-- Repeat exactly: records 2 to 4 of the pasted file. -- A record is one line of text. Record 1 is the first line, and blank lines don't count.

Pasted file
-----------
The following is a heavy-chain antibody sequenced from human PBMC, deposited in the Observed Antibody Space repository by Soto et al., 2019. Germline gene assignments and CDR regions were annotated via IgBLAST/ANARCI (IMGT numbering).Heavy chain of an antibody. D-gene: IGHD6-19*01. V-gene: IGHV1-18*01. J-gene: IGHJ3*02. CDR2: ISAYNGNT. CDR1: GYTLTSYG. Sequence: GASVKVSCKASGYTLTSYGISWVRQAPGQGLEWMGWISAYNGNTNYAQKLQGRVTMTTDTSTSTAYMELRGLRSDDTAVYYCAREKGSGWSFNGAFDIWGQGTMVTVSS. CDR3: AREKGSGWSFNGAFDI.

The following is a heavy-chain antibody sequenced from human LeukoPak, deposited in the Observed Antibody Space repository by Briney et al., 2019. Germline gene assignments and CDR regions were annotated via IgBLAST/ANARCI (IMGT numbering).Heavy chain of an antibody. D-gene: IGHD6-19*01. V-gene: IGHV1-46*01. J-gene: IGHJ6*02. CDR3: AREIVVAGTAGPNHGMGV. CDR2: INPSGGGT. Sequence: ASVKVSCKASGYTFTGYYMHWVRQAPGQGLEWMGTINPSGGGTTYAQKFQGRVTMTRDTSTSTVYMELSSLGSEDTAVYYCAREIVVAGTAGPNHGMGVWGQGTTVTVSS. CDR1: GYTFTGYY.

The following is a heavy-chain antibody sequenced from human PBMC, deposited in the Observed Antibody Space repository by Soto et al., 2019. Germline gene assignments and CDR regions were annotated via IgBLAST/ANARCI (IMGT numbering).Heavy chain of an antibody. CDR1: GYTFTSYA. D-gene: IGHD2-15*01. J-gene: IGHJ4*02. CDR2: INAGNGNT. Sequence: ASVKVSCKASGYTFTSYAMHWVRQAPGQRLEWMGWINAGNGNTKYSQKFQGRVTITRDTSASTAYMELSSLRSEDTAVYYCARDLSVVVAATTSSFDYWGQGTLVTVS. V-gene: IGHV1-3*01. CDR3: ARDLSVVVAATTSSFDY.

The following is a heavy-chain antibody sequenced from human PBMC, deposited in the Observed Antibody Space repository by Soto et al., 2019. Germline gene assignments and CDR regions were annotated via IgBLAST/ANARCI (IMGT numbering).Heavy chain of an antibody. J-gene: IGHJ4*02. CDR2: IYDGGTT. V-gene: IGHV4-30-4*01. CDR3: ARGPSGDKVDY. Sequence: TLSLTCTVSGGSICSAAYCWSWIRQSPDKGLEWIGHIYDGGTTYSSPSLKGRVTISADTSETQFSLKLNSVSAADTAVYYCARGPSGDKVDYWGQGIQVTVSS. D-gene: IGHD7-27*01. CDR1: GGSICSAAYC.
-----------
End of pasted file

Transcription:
The following is a heavy-chain antibody sequenced from human LeukoPak, deposited in the Observed Antibody Space repository by Briney et al., 2019. Germline gene assignments and CDR regions were annotated via IgBLAST/ANARCI (IMGT numbering).Heavy chain of an antibody. D-gene: IGHD6-19*01. V-gene: IGHV1-46*01. J-gene: IGHJ6*02. CDR3: AREIVVAGTAGPNHGMGV. CDR2: INPSGGGT. Sequence: ASVKVSCKASGYTFTGYYMHWVRQAPGQGLEWMGTINPSGGGTTYAQKFQGRVTMTRDTSTSTVYMELSSLGSEDTAVYYCAREIVVAGTAGPNHGMGVWGQGTTVTVSS. CDR1: GYTFTGYY.

The following is a heavy-chain antibody sequenced from human PBMC, deposited in the Observed Antibody Space repository by Soto et al., 2019. Germline gene assignments and CDR regions were annotated via IgBLAST/ANARCI (IMGT numbering).Heavy chain of an antibody. CDR1: GYTFTSYA. D-gene: IGHD2-15*01. J-gene: IGHJ4*02. CDR2: INAGNGNT. Sequence: ASVKVSCKASGYTFTSYAMHWVRQAPGQRLEWMGWINAGNGNTKYSQKFQGRVTITRDTSASTAYMELSSLRSEDTAVYYCARDLSVVVAATTSSFDYWGQGTLVTVS. V-gene: IGHV1-3*01. CDR3: ARDLSVVVAATTSSFDY.

The following is a heavy-chain antibody sequenced from human PBMC, deposited in the Observed Antibody Space repository by Soto et al., 2019. Germline gene assignments and CDR regions were annotated via IgBLAST/ANARCI (IMGT numbering).Heavy chain of an antibody. J-gene: IGHJ4*02. CDR2: IYDGGTT. V-gene: IGHV4-30-4*01. CDR3: ARGPSGDKVDY. Sequence: TLSLTCTVSGGSICSAAYCWSWIRQSPDKGLEWIGHIYDGGTTYSSPSLKGRVTISADTSETQFSLKLNSVSAADTAVYYCARGPSGDKVDYWGQGIQVTVSS. D-gene: IGHD7-27*01. CDR1: GGSICSAAYC.